There are also differences in the pitch and notes of many other calls of White-tailed Iora from Sri Lanka when compared with other calls from western India. For example, the nasal, buzzing call of birds from Sri Lanka is harsher when compared with similar calls of birds from western India (Gujarat). Compare [ML249163561 , eBird Checklist S71417162] with https://avocet.integrativebiology.natsci.msu.edu/recordings/6555. It can be noted that the nasal buzzing is of higher frequency in the call from Sri Lanka. The strophe duration is different and the individual notes also differ.

While several differences across its range have been noted, the entire range of songs and calls needs further study in southern India and Sri Lanka. It is only in western India (Gujarat) that the calls and songs of White-tailed Iora are well studied, with more than 15 different songs and calls recorded and analyzed.


White-tailed Iora is most vocal at the start of the breeding season, during courtship. This corresponds to the southwest monsoon rainy season when the frequency of songs is the highest. The long drawn out call is heard only in the monsoon (breeding season). After the nest is made and incubation starts, they no longer give the long, drawn out calls. Generally, birds vocalize less during nesting, with the frequency and variety of calls decreasing, with only the alarm calls and the 2-3 noted calls uttered. In the non-breeding season, vocalized frequently with the nasal rattle and short two or three note calls, which are more common in this season (PG).

Daily Pattern of Vocalization

More vocal early in the morning and in the evening in the non-breeding season. In the breeding season, calls and songs heard throughout the day, before nesting starts. These vocalizations in the afternoons are usually not given in the non-breeding season. Does not vocalize at night (PG).

Places of Vocalizations

In the breeding season, vocalizes from tree tops or from top of bushes. Calls are uttered frequently in the breeding season from inside trees and bushes and the harsh nasal rattle is often uttered. In non-breeding season, similarly calls while feeding and foraging from inside the tree or shrub (PG).

Gender Differences

Both the male and the female are very vocal. Both utter the nasal rattle frequently. In the breeding season, the long and drawn out songs are given only by the male. The female was not observed to give this song (PG). However, other songs and calls of the female are similar to the male. Besides the long and drawn out song, it is not known if there are any other songs or calls which are unique and only uttered by the male or female (PG).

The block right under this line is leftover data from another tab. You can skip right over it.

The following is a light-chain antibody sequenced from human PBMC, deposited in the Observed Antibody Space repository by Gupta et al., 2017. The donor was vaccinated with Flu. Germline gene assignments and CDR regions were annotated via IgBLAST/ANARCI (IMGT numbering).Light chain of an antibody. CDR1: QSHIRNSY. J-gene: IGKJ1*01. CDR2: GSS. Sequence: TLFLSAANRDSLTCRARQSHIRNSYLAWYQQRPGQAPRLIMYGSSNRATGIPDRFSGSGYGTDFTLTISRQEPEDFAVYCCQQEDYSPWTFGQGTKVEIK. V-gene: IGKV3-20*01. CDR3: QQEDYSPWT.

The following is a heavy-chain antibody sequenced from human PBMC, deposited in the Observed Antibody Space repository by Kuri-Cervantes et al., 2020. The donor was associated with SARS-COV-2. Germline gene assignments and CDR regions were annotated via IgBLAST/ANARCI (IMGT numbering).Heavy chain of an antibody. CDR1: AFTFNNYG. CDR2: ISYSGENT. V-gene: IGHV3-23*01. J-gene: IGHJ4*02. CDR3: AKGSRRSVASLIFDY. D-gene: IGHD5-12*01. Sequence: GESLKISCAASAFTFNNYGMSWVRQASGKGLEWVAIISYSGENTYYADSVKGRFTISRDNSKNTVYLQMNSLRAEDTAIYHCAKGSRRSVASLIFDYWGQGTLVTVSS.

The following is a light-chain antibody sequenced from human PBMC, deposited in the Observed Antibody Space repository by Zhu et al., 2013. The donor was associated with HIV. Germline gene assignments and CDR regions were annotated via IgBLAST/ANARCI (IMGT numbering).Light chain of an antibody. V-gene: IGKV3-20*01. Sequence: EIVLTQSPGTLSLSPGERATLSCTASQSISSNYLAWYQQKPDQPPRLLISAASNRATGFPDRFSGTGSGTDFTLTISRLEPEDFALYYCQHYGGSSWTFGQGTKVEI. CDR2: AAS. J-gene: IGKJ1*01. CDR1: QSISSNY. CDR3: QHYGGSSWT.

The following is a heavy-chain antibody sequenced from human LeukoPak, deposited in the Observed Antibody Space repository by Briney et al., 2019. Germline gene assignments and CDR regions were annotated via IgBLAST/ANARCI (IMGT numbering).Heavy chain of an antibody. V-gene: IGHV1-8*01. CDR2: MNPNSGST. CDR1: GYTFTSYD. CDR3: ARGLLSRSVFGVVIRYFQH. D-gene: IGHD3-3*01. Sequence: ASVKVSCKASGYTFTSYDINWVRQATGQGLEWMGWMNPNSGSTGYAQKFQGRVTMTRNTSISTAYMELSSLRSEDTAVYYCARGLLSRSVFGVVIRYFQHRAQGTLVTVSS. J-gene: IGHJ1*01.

Social Context and Presumed Functions of Vocalizations

In the breeding season, the vocalizations of the male White-tailed Iora are uttered in the vicinity of the female. Frequently, more than one male is observed around a female and the males are very vocal; many of the songs are countersung by different males, and it is presumed that the songs are uttered for attracting the female (PG). It is also possible that countersinging could serve as a territorial defense. Further study required.

The presumed functions of calls and short songs in the non-breeding season are not known. These calls and songs are given when the bird (male or female) is alone and in pairs. These are presumed to be alarm calls (uttered on the approach of humans or due to other perceived threats) or contact calls.

Nonvocal Sounds

When flying short distances, the wings of the White-tailed Iora produce a “brrrrr” sound (PG). This sound is heard when the bird moves from one tree to another.

Recommended Citation

Ganpule, P. (2020). White-tailed Iora (Aegithina nigrolutea), version 2.0. In Birds of the World (S. M. Billerman and B. K. Keeney, Editors). Cornell Lab of Ornithology, Ithaca, NY, USA. https://doi.org/10.2173/bow.whtior1.02